Photo: Jack Roberts

At Home on the Highway

Turning the key forward, the four-cylinder Isuzu diesel rumbles to life and quickly settles down to a muted idle. Despite the size of the cab, sound dampening inside the truck has done an outstanding job of keeping noise levels to a minimum – no mean feat when you’re sitting directly above a diesel engine. But at idle, and even at highway cruise speeds, the truck is quiet enough to allow normal conversation as both powertrain and road noise is held to minimal levels.

The Isuzu FTR features a deep, 50-degree wheel cut on the steer axle. According to the book, this gives the truck a curb-to-curb turning radius of from 43.7 to 65 feet, depending on the wheelbase specification. But when you’re behind the wheel of the truck, this capability is remarkable to experience. More than once, I chuckled out loud in appreciation of how nimble this truck is: It just doesn’t seem possible that a vehicle that big can turn so tightly and allow such great visibility to the sides and rear while doing so.

Once I was up and moving, I headed for my pre-chosen route, one I felt perfectly mirrored the application this truck was designed for: Long stretches of state highway mixed with urban driving in small, rural towns. Isuzu is constantly exploring new engine options for its low cab forward trucks. The FTR is engineered to fit in a sweet spot delivering both ample power for the applications it serves while delivering on the fuel economy front as well. Acceleration is crisp, with the Allison gearbox ticking through the steps quickly and efficiently. Shifts are consistently smooth without any lag time either before or afterward and no “searching” for the proper gear at all that I could discern.

Our test model FTR was set up for short-haul food delivery, with an 18-foot Morgan box and a...

Our test model FTR was set up for short-haul food delivery, with an 18-foot Morgan box and a Thermoking T680R-50 reefer unit.

Photo: Jack Roberts

As noted, visibility to all quarters is excellent, including straight down in front of the truck. Isuzu amplifies this feature with both convex and concave mirrors on both sides of the cab, which give excellent fields of view everywhere, except immediately behind the box van itself.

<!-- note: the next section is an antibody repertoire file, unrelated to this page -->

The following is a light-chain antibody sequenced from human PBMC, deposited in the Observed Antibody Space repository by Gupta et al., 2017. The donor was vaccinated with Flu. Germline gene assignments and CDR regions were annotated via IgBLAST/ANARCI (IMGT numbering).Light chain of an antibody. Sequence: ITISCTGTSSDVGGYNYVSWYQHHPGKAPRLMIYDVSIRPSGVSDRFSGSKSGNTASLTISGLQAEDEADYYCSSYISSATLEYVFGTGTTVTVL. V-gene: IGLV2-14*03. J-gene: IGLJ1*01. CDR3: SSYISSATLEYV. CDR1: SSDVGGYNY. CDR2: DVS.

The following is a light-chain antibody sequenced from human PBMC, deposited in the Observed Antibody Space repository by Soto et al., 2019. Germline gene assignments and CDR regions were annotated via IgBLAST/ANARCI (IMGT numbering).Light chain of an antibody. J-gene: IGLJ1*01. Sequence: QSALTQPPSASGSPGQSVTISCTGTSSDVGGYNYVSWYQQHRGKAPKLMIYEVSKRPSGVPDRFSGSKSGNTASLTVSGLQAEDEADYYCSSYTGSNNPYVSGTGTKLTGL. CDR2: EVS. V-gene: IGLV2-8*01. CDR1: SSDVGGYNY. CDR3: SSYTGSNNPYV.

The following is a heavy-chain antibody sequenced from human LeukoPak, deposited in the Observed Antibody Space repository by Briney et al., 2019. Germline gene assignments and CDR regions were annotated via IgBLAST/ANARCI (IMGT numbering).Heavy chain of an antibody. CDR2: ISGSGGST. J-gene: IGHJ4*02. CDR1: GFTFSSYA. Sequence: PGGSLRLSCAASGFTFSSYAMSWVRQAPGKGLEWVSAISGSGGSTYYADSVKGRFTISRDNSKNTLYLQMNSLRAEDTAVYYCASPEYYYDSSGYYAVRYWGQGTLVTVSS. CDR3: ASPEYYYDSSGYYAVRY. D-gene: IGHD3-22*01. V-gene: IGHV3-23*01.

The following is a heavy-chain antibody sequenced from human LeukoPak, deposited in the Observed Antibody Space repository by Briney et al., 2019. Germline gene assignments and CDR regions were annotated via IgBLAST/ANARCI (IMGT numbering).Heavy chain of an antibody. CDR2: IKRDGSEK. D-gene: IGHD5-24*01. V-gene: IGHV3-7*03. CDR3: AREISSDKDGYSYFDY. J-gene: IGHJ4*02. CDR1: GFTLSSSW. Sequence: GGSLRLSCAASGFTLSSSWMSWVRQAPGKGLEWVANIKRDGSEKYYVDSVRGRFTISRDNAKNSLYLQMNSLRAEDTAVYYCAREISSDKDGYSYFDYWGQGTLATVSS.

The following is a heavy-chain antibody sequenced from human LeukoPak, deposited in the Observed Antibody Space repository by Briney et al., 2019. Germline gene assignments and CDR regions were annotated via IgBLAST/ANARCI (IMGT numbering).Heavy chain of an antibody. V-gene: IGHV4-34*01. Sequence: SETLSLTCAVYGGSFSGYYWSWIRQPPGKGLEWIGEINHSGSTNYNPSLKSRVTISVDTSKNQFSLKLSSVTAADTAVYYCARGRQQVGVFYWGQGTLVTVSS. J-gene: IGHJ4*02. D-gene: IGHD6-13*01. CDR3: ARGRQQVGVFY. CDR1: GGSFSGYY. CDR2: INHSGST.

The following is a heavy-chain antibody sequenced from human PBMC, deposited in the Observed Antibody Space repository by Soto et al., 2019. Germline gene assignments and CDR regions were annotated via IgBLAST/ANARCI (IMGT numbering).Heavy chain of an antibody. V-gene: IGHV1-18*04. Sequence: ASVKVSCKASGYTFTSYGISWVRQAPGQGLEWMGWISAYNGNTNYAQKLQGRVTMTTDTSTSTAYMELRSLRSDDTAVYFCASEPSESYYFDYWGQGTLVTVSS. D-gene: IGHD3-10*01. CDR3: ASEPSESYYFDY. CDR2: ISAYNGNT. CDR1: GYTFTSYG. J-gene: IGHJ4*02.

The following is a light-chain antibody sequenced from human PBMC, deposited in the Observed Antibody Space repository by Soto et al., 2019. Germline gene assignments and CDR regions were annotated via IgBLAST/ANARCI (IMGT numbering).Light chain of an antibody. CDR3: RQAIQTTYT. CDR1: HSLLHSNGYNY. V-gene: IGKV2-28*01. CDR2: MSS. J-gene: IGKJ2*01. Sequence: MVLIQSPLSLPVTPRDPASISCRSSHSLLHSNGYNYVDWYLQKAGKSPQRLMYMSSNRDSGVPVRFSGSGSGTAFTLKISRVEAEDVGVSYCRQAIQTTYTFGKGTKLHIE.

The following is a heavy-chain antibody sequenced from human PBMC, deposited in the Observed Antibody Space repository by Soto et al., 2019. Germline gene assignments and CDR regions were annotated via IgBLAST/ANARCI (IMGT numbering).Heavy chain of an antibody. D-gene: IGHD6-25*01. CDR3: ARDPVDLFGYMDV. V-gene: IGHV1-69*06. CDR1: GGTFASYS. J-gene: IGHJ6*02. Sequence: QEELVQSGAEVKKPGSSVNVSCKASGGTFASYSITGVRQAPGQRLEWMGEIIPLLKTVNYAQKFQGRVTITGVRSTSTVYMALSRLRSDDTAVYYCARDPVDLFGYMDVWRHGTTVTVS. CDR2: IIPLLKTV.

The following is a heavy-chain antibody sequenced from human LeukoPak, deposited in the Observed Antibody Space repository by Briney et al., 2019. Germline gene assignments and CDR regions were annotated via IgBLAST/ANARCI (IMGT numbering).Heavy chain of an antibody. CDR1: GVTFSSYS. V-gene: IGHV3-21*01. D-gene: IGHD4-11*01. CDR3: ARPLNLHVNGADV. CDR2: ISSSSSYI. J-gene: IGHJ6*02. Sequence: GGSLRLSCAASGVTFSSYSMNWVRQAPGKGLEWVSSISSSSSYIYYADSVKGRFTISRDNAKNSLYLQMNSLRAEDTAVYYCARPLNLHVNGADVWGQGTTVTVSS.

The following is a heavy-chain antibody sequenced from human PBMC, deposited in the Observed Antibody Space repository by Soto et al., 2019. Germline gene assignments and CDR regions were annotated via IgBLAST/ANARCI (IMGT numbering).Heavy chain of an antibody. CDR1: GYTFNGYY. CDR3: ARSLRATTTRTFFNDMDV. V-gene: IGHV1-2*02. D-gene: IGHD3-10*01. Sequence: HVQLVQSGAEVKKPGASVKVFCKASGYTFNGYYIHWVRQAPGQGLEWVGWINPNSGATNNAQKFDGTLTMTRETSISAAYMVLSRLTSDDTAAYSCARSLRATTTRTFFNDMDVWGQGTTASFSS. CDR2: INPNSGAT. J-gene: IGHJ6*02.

Low-cab-forward trucks aren’t designed to be highway cruisers. Their forte is urban operation. And as such, the steering geometry that gives them such wonderful maneuverability at slow speeds can sometimes lead to a tendency to “wander” around in a lane at highway speeds. The FTR didn’t exhibit the slightest inclination to nose around in the lane during my drive. Most of my highway speeds were around 55 mph on two-lane state roads – although I did dial it up to 65 mph on a stretch of four-lane U.S. highway heading back into town at the end of my drive.

Taken as a whole, the FTR is simply a bigger, more capable version of what Isuzu does best: Design maneuverable trucks that allow urban and short-haul delivery fleets an economic way to move goods. These trucks have become the workhorses that keep cities all over the globe humming. And obviously, Isuzu isn’t about to mess with a winning formula.

But having a good design philosophy on your hands doesn’t justify stagnation. And it’s clear from many of the new little touches and features scattered throughout the FTR that Isuzu engineers remain committed to keeping their trucks competitive as the race to create faster, more agile, and more economical commercial vehicles to handle tough urban applications heats up.

Originally posted on Trucking Info

About the author
Jack Roberts

Jack Roberts

Executive Editor

Jack Roberts is known for reporting on advanced technology, such as intelligent drivetrains and autonomous vehicles. A commercial driver’s license holder, he also does test drives of new equipment and covers topics such as maintenance, fuel economy, vocational and medium-duty trucks and tires.